1. Thanks very much for the kind words, R.D., and for organising the blogathon, which is proving a big success – it is so interesting to get more deeply into the work of this great director. I do agree it was the right decision to cut out the second generation here. To be honest, I’m not sure it works well to include these characters even in a mini-series – the recent two-part ITV adaptation, which I thought was pretty good in general, did have the second generation included, but I found it hard to care about them much, as indeed I do when reading the novel.

      I agree that Merle Oberon is good in this, although it is interesting to wonder what Vivien Leigh or indeed Sylvia Sidney would have done with the role. Also agree on Olivier – he is really too handsome for Heathcliff and makes a haughty stable boy, but none of that matters given the passion he brings to the role. (Though I like him even better in ‘Carrie’.) I do like Geraldine Fitzgerald too – and would like to see more of her work. Agreed on the childhood section not being as good as the rest, but to be honest this is often a problem for me with films and TV shows in general, as it is hard for most child actors to match the older ones – for instance, with ‘Yankee Doodle Dandy’ I’m always tempted to skip the first half hour and get straight to Cagney!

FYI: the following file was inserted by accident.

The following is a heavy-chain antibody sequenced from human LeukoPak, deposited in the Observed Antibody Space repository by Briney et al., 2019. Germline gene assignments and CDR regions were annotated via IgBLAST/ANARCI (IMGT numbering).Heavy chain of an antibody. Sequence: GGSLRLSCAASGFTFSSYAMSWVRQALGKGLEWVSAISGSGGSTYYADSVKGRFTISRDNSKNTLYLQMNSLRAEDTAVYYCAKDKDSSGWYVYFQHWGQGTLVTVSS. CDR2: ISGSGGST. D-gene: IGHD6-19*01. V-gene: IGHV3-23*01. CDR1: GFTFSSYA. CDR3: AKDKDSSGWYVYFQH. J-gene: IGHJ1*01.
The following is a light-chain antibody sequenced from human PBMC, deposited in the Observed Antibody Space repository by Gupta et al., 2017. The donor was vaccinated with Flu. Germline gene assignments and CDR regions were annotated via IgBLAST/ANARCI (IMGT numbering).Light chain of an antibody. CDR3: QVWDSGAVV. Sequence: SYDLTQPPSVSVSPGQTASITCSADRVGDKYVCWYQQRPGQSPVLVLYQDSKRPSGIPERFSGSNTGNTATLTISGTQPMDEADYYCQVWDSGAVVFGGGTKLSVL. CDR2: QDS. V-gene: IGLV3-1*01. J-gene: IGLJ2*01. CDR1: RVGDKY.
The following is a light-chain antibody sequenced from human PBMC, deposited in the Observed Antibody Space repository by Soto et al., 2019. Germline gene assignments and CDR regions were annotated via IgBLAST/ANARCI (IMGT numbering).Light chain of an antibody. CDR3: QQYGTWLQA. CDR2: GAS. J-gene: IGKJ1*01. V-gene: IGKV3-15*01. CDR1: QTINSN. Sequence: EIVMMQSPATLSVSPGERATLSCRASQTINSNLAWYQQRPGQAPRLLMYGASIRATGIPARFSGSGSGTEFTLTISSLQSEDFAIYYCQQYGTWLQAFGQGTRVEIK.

2. My favourite film and definitely one of Olivier’s best performances. I think he and Vivien would have smouldered on screen with a bit more chemistry than he and Merle had (although they were good together in The Divorce of Lady X)–Vivien said she’d play Cathy, or she’d play nothing. But then again, if Vivien had done Wuthering Heights, she wouldn’t have been in Gone with the Wind…

    1. Kendra, thanks for this – I think Olivier and Oberon managed to work up quite a bit of chemistry even though they didn’t get on (or maybe because they didn’t, as Olivier’s memory of them filming after a big row suggests!) But it is interesting to wonder how he and Vivien Leigh would have worked together on this. I haven’t seen ‘The Divorce of Lady X’ yet, must put that right soon!